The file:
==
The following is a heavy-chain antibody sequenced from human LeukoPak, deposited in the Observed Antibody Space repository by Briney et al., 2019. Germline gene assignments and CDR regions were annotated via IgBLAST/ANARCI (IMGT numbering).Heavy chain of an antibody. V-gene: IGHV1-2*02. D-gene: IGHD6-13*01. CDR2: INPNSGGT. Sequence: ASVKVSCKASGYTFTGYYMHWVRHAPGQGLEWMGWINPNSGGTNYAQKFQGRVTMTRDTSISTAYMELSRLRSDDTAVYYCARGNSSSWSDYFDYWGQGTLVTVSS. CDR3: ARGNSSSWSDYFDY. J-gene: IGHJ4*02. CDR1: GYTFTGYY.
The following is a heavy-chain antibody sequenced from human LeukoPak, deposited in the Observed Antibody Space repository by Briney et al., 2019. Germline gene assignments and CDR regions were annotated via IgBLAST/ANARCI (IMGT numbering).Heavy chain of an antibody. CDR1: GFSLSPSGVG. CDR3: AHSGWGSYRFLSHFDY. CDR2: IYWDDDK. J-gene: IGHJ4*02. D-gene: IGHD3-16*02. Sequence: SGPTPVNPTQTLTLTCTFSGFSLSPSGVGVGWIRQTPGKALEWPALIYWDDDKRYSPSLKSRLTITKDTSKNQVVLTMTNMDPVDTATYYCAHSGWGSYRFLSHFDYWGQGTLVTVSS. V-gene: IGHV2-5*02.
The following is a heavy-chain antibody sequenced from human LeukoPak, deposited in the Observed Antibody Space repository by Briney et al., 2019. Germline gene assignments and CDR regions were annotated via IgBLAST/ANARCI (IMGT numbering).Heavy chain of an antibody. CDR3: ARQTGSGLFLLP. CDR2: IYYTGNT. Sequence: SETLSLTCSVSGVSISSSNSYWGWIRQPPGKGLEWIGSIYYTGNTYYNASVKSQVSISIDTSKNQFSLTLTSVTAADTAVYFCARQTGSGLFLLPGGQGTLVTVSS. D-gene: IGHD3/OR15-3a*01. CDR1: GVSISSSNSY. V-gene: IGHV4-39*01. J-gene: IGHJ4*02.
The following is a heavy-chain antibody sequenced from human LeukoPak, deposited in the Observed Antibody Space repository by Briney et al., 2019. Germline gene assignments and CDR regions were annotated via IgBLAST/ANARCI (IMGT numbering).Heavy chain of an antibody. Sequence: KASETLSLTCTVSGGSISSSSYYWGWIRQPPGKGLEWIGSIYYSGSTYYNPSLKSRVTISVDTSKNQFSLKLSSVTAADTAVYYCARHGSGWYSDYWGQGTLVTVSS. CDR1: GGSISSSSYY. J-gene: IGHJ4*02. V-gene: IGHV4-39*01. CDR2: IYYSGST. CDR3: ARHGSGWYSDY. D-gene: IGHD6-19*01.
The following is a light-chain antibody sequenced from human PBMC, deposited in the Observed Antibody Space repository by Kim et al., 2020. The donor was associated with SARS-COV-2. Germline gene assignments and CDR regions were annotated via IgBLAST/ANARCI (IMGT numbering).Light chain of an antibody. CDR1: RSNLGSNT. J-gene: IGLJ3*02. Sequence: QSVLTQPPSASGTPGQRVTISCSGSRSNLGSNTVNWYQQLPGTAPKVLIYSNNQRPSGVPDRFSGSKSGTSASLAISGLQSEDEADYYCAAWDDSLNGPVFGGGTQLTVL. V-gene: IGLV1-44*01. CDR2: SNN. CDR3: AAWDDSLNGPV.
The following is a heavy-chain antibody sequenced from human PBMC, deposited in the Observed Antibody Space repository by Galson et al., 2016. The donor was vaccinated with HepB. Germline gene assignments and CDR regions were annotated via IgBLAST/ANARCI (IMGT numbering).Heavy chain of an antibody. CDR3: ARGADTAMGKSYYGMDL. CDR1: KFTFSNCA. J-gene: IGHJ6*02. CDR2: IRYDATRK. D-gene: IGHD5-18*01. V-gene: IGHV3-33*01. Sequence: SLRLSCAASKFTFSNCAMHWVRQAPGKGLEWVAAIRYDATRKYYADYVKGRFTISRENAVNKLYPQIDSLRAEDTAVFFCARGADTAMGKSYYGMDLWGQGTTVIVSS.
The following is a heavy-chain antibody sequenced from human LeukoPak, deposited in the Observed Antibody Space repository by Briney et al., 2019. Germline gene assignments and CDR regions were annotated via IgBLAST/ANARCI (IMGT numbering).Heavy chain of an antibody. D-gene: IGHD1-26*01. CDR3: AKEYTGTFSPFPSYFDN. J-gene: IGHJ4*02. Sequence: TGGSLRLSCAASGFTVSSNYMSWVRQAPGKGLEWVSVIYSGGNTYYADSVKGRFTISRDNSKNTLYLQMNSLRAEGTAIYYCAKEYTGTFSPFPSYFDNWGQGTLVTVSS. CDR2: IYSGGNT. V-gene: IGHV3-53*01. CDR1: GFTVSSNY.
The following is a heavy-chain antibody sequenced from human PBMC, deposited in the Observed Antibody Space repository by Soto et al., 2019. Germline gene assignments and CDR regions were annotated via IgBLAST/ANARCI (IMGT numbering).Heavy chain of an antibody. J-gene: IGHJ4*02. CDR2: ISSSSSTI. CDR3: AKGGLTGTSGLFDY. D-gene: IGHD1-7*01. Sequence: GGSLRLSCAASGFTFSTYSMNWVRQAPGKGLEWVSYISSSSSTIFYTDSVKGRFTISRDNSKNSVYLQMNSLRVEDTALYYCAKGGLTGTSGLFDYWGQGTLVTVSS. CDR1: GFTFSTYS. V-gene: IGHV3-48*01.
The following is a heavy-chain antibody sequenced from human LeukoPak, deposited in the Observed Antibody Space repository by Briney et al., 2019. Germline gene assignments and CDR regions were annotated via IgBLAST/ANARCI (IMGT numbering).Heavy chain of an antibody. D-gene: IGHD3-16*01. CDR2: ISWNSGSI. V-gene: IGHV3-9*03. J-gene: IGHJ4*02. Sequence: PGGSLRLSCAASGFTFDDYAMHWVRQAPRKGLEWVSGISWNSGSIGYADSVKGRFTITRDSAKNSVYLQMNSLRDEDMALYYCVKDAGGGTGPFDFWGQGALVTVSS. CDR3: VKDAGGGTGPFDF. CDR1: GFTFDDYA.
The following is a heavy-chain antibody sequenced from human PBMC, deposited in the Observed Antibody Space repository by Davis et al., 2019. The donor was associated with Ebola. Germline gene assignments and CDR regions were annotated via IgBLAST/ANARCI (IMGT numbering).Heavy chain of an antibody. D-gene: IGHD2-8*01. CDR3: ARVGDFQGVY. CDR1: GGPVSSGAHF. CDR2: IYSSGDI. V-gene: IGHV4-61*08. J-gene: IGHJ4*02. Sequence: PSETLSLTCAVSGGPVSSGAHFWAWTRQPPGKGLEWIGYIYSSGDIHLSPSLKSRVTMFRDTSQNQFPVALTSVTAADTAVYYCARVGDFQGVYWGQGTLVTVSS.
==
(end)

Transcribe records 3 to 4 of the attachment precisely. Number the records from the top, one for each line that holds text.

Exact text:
The following is a heavy-chain antibody sequenced from human LeukoPak, deposited in the Observed Antibody Space repository by Briney et al., 2019. Germline gene assignments and CDR regions were annotated via IgBLAST/ANARCI (IMGT numbering).Heavy chain of an antibody. CDR3: ARQTGSGLFLLP. CDR2: IYYTGNT. Sequence: SETLSLTCSVSGVSISSSNSYWGWIRQPPGKGLEWIGSIYYTGNTYYNASVKSQVSISIDTSKNQFSLTLTSVTAADTAVYFCARQTGSGLFLLPGGQGTLVTVSS. D-gene: IGHD3/OR15-3a*01. CDR1: GVSISSSNSY. V-gene: IGHV4-39*01. J-gene: IGHJ4*02.
The following is a heavy-chain antibody sequenced from human LeukoPak, deposited in the Observed Antibody Space repository by Briney et al., 2019. Germline gene assignments and CDR regions were annotated via IgBLAST/ANARCI (IMGT numbering).Heavy chain of an antibody. Sequence: KASETLSLTCTVSGGSISSSSYYWGWIRQPPGKGLEWIGSIYYSGSTYYNPSLKSRVTISVDTSKNQFSLKLSSVTAADTAVYYCARHGSGWYSDYWGQGTLVTVSS. CDR1: GGSISSSSYY. J-gene: IGHJ4*02. V-gene: IGHV4-39*01. CDR2: IYYSGST. CDR3: ARHGSGWYSDY. D-gene: IGHD6-19*01.